pg 232: fear and anxiety: "My pulse stopped: my heart stood still; my stretched arm was paralysed. The cry died, and was not renewed. Indeed, whatever being uttered that fearful shriek could not soon repeat it: not the widest-winged condor on the Andes could, twice in succession, send out such a yell from the cloud shrouding his eyrie. The thing delivering such utterance must rest ere it could repeat the effort. (scream before Mason)
pg 235: the circumstance gives the reader anxiety and fear from the description of Mason: “I recognised in his pale and seemingly lifeless face--the stranger, Mason: I saw too that his linen on one side, and one arm, was almost soaked in blood.”
pg 237: anxiety and fear: Jane is over thinking and scares herself: “Then my own thoughts worried me. What crime was this that lived incarnate in this sequestered mansion, and could neither be expelled nor subdued by the owner?--what mystery, that broke out now in fire and now in blood, at the deadest hours of night? What creature was it, that, masked in an ordinary woman's face and shape, uttered the voice, now of a mocking demon, and anon of a carrion-seeking bird of prey?”
pg 317: I shut the closet to conceal the strange, wraith-like apparel it contained; which, at this evening hour -- nine o'clock -- gave out certainly a most ghostly shimmer through the shadow of my apartment. "I will leave you by yourself, white dream," I said. "I am feverish: I hear the wind blowing: I will go out of doors and feel it." pg 212: “the less I felt justified in judging and blaming either him or Miss Ingram for acting in conformity to ideas and principles instilled into them, doubtless, from their childhood. All their class held these principles: I supposed, then, they had reasons for holding them such as I could not fathom. It seemed to me that, were I a gentleman like him, I would take to my bosom only such a wife as I could love; but the very obviousness of the advantages to the husband's own happiness offered by this plan convinced me that there must be arguments against its general adoption of which I was quite ignorant: otherwise I felt sure all the world would act as I wished to act.” Movement Variations: Detective Fiction Even though there are no actual detectives, Jane acts as one by piecing together the mystery of Grace Poole (Bertha). pg. 188: “...-that there was a mystery at Thornfield; and that from participation in that mystery, I was purposely excluded.” --Jane overhears servants speaking about Grace thus leaving suspense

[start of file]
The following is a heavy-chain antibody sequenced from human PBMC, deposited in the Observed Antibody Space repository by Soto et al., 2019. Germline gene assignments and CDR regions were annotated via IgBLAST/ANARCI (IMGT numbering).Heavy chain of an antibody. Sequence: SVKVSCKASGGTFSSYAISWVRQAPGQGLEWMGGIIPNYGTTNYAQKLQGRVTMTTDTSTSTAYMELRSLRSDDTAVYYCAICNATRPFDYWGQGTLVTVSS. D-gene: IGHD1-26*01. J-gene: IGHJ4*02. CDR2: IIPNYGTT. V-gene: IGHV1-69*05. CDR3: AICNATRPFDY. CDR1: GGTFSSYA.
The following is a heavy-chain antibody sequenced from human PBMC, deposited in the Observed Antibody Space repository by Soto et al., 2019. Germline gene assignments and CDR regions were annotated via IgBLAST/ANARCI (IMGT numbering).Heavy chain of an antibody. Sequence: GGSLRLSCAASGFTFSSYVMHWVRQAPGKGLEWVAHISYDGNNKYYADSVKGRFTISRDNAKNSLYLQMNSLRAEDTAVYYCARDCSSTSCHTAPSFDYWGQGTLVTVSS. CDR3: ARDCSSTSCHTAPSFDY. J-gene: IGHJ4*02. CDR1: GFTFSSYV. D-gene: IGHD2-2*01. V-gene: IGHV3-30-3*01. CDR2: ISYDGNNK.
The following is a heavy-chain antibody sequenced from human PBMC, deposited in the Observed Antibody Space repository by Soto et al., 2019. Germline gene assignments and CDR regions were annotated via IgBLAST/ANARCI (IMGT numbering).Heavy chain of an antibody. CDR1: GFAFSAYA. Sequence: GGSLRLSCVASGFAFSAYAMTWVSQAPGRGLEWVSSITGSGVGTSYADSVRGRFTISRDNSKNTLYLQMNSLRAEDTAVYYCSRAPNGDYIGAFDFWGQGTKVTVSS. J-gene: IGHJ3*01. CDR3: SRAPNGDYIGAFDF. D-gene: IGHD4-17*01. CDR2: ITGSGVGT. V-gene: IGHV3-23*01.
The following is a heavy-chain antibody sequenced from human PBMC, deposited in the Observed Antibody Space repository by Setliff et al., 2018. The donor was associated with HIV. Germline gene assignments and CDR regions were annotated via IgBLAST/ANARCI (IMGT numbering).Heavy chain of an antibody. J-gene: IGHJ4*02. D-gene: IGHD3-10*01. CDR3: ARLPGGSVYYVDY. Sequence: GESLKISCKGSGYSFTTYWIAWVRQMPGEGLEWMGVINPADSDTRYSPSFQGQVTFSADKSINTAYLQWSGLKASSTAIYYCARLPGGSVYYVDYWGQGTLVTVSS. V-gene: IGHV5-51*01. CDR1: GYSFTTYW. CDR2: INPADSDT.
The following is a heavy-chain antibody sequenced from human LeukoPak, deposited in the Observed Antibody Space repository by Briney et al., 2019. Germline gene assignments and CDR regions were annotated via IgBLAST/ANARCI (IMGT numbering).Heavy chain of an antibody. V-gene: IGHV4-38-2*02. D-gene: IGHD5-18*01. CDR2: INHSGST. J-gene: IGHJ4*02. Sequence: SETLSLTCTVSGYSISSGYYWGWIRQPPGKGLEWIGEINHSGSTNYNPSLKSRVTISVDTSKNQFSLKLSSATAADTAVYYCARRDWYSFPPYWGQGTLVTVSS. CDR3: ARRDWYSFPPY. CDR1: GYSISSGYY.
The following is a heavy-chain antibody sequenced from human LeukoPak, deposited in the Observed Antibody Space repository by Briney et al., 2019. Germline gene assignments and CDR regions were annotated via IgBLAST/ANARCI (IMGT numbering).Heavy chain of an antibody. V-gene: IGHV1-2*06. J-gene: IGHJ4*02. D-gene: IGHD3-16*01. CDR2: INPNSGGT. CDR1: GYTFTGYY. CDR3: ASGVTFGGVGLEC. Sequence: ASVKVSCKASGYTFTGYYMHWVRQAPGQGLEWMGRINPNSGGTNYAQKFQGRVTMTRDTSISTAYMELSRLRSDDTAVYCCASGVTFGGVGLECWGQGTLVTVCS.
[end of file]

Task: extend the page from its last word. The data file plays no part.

pg. 234: Jane announces: "The sounds I had heard after the scream, and the words that had been uttered, had probably been heard only by me; for they had proceeded from the room above mine: but they assured me that it was not a servant's dream which had thus struck horror through the house; and that the explanation Mr. Rochester had given was merely an invention framed to pacify his guests." Ideas of the Sublime and Beautiful Sublime: It is concerned with the spiritual wonderment experienced by an individual after he or she is emotionally affected by an awe-inspiring situation that is almost always related to a scene of natural grandeur.
Beauty: To the Gothic mind beauty was the radiance of truth, a manifestation of Divinity. pg. 195: beauty: “straight and tall as poplars...but Blanche was moulded like a Dian.”
pg. 196: beauty: “The noble bust, the sloping shoulders, the graceful neck, the dark eyes and black ringlets were all there:”
pg 198: sublime and beauty: description of Rochester by Jane: “My master’s colourless, clive face, square, massive brow, broad and jetty eyebrows, deep eyes, strong features, firm, grim mouth,--all energy,decision, will,--were not beautiful, according to rule; but they were more than beautiful to me:”
pg. 269: sublimeness of Mrs. Reed’s corpse: “There was stretched Sarah Reed's once robust and active frame, rigid and still: her eye of flint was covered with its cold lid; her brow and strong traits wore yet the impress of her inexorable soul. A strange and solemn object was that corpse to me. I gazed on it with gloom and pain: nothing soft, nothing sweet, nothing pitying, or hopeful, or subduing did it inspire; only a grating anguish for HER woes--not MY loss--and a sombre tearless dismay at the fearfulness of death in such a form.”